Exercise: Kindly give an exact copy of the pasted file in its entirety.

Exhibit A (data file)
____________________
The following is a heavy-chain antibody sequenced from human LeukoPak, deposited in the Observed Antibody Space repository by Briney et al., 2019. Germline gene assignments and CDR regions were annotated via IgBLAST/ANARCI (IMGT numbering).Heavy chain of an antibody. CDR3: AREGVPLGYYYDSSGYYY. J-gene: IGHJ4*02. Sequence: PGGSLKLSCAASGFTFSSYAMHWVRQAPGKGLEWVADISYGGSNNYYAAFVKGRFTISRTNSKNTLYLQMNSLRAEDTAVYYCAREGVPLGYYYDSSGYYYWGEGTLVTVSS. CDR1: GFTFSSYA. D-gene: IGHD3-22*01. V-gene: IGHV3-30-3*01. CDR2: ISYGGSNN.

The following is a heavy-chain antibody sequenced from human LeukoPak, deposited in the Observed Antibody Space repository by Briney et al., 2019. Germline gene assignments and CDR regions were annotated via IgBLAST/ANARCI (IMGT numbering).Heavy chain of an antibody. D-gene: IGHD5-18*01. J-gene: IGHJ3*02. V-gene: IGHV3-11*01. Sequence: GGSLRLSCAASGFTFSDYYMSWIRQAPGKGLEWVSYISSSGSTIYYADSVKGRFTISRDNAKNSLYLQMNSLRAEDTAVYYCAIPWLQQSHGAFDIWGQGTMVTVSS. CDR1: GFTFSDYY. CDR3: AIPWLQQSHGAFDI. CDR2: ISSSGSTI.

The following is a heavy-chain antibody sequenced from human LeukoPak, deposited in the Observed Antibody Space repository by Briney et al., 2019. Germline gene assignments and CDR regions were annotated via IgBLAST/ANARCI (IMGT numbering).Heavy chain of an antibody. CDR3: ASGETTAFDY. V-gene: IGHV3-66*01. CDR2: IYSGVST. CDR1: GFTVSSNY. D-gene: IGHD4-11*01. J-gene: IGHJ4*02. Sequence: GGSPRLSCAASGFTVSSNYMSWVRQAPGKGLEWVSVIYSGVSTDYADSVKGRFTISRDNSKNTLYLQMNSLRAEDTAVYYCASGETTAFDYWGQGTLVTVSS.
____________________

The following is a heavy-chain antibody sequenced from human LeukoPak, deposited in the Observed Antibody Space repository by Briney et al., 2019. Germline gene assignments and CDR regions were annotated via IgBLAST/ANARCI (IMGT numbering).Heavy chain of an antibody. CDR3: AREGVPLGYYYDSSGYYY. J-gene: IGHJ4*02. Sequence: PGGSLKLSCAASGFTFSSYAMHWVRQAPGKGLEWVADISYGGSNNYYAAFVKGRFTISRTNSKNTLYLQMNSLRAEDTAVYYCAREGVPLGYYYDSSGYYYWGEGTLVTVSS. CDR1: GFTFSSYA. D-gene: IGHD3-22*01. V-gene: IGHV3-30-3*01. CDR2: ISYGGSNN.

The following is a heavy-chain antibody sequenced from human LeukoPak, deposited in the Observed Antibody Space repository by Briney et al., 2019. Germline gene assignments and CDR regions were annotated via IgBLAST/ANARCI (IMGT numbering).Heavy chain of an antibody. D-gene: IGHD5-18*01. J-gene: IGHJ3*02. V-gene: IGHV3-11*01. Sequence: GGSLRLSCAASGFTFSDYYMSWIRQAPGKGLEWVSYISSSGSTIYYADSVKGRFTISRDNAKNSLYLQMNSLRAEDTAVYYCAIPWLQQSHGAFDIWGQGTMVTVSS. CDR1: GFTFSDYY. CDR3: AIPWLQQSHGAFDI. CDR2: ISSSGSTI.

The following is a heavy-chain antibody sequenced from human LeukoPak, deposited in the Observed Antibody Space repository by Briney et al., 2019. Germline gene assignments and CDR regions were annotated via IgBLAST/ANARCI (IMGT numbering).Heavy chain of an antibody. CDR3: ASGETTAFDY. V-gene: IGHV3-66*01. CDR2: IYSGVST. CDR1: GFTVSSNY. D-gene: IGHD4-11*01. J-gene: IGHJ4*02. Sequence: GGSPRLSCAASGFTVSSNYMSWVRQAPGKGLEWVSVIYSGVSTDYADSVKGRFTISRDNSKNTLYLQMNSLRAEDTAVYYCASGETTAFDYWGQGTLVTVSS.